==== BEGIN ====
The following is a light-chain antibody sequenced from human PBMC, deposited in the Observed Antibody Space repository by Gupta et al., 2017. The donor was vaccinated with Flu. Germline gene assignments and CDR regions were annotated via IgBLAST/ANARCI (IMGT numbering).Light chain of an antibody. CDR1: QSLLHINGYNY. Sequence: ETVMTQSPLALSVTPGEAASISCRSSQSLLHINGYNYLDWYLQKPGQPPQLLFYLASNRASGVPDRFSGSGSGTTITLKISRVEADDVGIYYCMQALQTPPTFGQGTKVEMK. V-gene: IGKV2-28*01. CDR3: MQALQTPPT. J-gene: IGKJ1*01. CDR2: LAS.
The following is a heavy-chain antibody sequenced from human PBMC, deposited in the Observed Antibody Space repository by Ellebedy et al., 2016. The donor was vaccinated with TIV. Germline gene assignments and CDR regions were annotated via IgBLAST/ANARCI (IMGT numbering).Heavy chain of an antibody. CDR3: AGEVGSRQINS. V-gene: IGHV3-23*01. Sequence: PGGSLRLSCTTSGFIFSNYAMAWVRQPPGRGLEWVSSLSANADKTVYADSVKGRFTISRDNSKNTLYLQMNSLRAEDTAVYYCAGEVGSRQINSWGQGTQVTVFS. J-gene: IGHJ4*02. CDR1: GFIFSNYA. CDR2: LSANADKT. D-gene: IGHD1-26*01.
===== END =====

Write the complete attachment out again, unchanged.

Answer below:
The following is a light-chain antibody sequenced from human PBMC, deposited in the Observed Antibody Space repository by Gupta et al., 2017. The donor was vaccinated with Flu. Germline gene assignments and CDR regions were annotated via IgBLAST/ANARCI (IMGT numbering).Light chain of an antibody. CDR1: QSLLHINGYNY. Sequence: ETVMTQSPLALSVTPGEAASISCRSSQSLLHINGYNYLDWYLQKPGQPPQLLFYLASNRASGVPDRFSGSGSGTTITLKISRVEADDVGIYYCMQALQTPPTFGQGTKVEMK. V-gene: IGKV2-28*01. CDR3: MQALQTPPT. J-gene: IGKJ1*01. CDR2: LAS.
The following is a heavy-chain antibody sequenced from human PBMC, deposited in the Observed Antibody Space repository by Ellebedy et al., 2016. The donor was vaccinated with TIV. Germline gene assignments and CDR regions were annotated via IgBLAST/ANARCI (IMGT numbering).Heavy chain of an antibody. CDR3: AGEVGSRQINS. V-gene: IGHV3-23*01. Sequence: PGGSLRLSCTTSGFIFSNYAMAWVRQPPGRGLEWVSSLSANADKTVYADSVKGRFTISRDNSKNTLYLQMNSLRAEDTAVYYCAGEVGSRQINSWGQGTQVTVFS. J-gene: IGHJ4*02. CDR1: GFIFSNYA. CDR2: LSANADKT. D-gene: IGHD1-26*01.